• Substitutions (list as string, read/write): If using MaskName, the list of substitutions that have been returned on previous calls. E.g. if Substitutions(“George”) = “Fred”, a previous call to MaskName(“George”) returned “Fred”.
  • Function GetName As String: returns a random name generated from the Parts supplied. The name is not stored, so if you call again you might get a duplicate value.
  • Function GetUnique(limit) As String: tries limit times to generate a random name that hasn’t already been used in this session. If that fails, returns “”, else the name. NOTE: a call to GetName doesn’t mark the name as used for this purpose.
  • Function GetUniqueName As String: Like getUnique, but will never return “” — it’ll come up with something unique, but it might add a hexadecimal number to the end to make sure of it. If you’ve provided enough Parts to combine into ten times the number of unique values you’ll need, the odds of this being necessary are very low — on the order of a random meteorite obliterating your winning PowerBall ticket.
  • Function MaskName(name) As String: Given a name, return a random made-up name to replace it with, for purposes of anonymizing data. If called again with the same input, it’ll return the same output (so records belonging to the same person can still be grouped even though you don’t know the person’s real name). If the Repeatable property is set True, MaskName will return the same name given the same input even between different sessions (the random name is generated using a hash of the input as the randomizer’s key value).

Note: If using MaskName with the Repeatable option, the name is less securely anonymized, since you can come back later and try a real name to see how it would appear in the output data. But someone who doesn’t have your Parts value, will not be able to reproduce this transformation.

Source code

	Library RandomNameGenerator
	Create random names and other strings for automating the creation of test data records.
	Also includes a function to transform names to random other names, for anonymizing data.
	© 2022 Andre Guirard

	Licensed under the Apache License, Version 2.0 (the "License");
	you may not use this file except in compliance with the License.
	You may obtain a copy of the License at

	Unless required by applicable law or agreed to in writing, software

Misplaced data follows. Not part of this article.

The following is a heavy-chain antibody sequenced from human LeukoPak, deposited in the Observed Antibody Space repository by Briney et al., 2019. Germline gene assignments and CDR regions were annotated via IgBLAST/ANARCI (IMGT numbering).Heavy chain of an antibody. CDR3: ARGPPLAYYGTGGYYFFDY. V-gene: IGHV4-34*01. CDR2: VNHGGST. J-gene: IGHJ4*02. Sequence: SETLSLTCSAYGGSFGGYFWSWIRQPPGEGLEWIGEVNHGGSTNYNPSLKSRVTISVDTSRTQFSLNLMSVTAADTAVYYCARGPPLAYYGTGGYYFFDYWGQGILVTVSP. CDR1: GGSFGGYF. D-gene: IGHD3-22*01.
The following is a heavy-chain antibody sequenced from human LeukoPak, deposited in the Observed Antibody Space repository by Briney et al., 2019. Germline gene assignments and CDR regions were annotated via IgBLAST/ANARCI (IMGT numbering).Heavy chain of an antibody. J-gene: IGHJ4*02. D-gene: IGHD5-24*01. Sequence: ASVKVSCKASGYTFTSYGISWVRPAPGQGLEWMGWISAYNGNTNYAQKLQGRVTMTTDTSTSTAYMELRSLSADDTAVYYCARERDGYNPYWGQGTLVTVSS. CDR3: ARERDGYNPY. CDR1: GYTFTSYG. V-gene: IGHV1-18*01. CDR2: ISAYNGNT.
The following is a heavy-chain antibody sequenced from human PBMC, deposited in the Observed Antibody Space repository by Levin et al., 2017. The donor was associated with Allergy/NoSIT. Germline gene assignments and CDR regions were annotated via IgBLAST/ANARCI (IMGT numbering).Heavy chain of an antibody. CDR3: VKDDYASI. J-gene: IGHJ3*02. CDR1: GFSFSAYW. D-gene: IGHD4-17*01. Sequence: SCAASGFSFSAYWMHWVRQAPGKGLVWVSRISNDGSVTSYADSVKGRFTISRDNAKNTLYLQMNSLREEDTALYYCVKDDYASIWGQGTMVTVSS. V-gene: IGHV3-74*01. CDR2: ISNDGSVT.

distributed under the License is distributed on an "AS IS" BASIS,
	See the License for the specific language governing permissions and
	limitations under the License.
Option Public
Option Declare

Public Const ERR_PACKED = 30440
Public Const MSG_PACKED = "Too difficult to find a unique name. Add more parts to allow for more combinations."
'Begin DNT
	Class RandomNameGenerator
	Description: Generate random multi-word or -syllable names from a set of values supplied by the caller, or from a default set.
	Constructor: New RandomNameGenerator
Class RandomNameGenerator
	z_nameparts() As Variant
	z_used List As Integer
	z_inited As Boolean
	z_spacer As String
	z_times As Integer
	z_count As Long
	z_combinations As Double
	' if True, use a technique that will "mask" a name the same way every time.
	Public Repeatable As Boolean
	' for the MaskName function to remember the original names it masked.
	Public Substitutions List As String 
		Property Set Spacer
		Description: Set what character is inserted between parts of the name (default, nothing).
	Property Set Spacer As String
		z_spacer = spacer
	End Property
		Property Count (read only)
		Description: How many unique names have been generated
	Public Property Get Count As Long
		Count = z_count
	End Property
		Property Set Parts
		Description: The Parts property is a string containing multiple lines of text, each line being a comma-delimited list of
			parts you want to paste together into a name. For instance if the value is "Anne,Ben<NL>Ertz,Took" then the possible names
			generated will be Anne Ertz, Ben Ertz, Anne Took, and Ben Took (assuming spacer is " ").
	Public Property Set Parts As String
		Dim lines, i%
		lines = Split(parts, {
		ReDim z_nameparts(0 To UBound(lines))
		For i = 0 To UBound(lines)
			If lines(i) = "(space)" Then lines(i) = " "
			z_nameparts(i) = Split(lines(i), ",")
		z_inited = True